Meanwhile, people got better at using collaborative technologies for remote meetings and whilst there have been many, often humorous, examples of the failures, we started to learn the new online etiquette. We also became forgiving of each other's foibles - we laughed when kids or pets interrupted the meeting, or about the slightly untidy room in the background. We appreciated that we are all in this together.
Leaders also began to find ways to replace informal meetings by making time for purely social 'check in' calls, or facilitating peer-to-peer meeting spaces where colleagues could take a break from the endless video conferences. It may have seemed slightly forced at first and not all of what was attempted worked, but progress was made.
This is where I believe we are now - we are figuring it out. There is a lot still to do, we need to construct a framework for the future that works for all the stakeholders and enables society, organisations and individuals to be more resilient.
Phase 4 - the 'New Normality'
There can be little doubt that remote working in some form is here to stay: a large proportion of employees are happy to continue working from home (even demanding it), businesses are re-thinking the role of the office - do they really need that expensive city-centre location? If so, what purpose will it serve?
That said, many employees are itching to get back to office - even if only on a part-time basis. For these people, 'going to the office' will be something to look forward to, a chance to meet with friends, take part in collaborative efforts where the creativity that often comes from personal interaction is reborn.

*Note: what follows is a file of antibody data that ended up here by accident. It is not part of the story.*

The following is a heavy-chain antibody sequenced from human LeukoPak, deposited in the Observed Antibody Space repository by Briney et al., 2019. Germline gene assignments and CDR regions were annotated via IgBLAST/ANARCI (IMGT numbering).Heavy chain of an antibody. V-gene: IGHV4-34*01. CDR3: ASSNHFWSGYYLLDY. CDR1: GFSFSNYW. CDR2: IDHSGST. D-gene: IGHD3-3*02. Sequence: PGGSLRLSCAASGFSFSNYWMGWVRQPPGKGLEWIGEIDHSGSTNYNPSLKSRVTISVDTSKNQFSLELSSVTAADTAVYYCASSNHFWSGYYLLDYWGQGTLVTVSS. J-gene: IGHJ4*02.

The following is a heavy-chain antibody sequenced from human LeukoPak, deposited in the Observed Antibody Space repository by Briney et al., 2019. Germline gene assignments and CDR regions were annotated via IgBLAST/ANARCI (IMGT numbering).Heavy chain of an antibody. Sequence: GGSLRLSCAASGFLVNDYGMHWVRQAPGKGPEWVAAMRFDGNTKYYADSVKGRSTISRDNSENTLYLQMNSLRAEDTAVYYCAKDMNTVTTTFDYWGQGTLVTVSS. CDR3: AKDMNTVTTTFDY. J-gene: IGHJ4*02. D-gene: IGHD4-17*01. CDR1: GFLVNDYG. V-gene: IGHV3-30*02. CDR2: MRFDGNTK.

That the 'new normal' will not be for many a return to the 'old normal' is beyond doubt - too many irrevocable changes have already taken place. Also, let us not forget that the pandemic continues to rage - we need new strategies, not just tactics and reactions to address the ongoing challenges.
Nonetheless, I am now cautiously optimistic - there is a light at the end of the pandemic tunnel, and a new world of work is beginning to emerge. It is up to us to make that reality the best it can be. To borrow the political catchphrase, now is the time to 'build back better'.
What can you do?
If you have read this article and want to discuss what strategies you are considering, or want to share your experience and insights, I ask you to leave a comment below.
If you want to hear about some of the practical experiences I have encountered (without my breaching any confidences), I am always open for a (virtual) coffee and a chat. I am particularly interested in enabling group creativity whilst remote working (it can be done).
From the ashes of the pandemic, we have an opportunity to reimagine our future - it is up to us to seize the opportunity.
Peter is an award winning expert in using a combination of data and behavioural sciences to lead transformation in the field of Experience Management (XM); encompassing Customer Experience (CX), Employee Experience EX) and Partner Experience (PX) .
Over the last 5 years, Peter has been focussed on using a Predictive Behavioural Analytics ...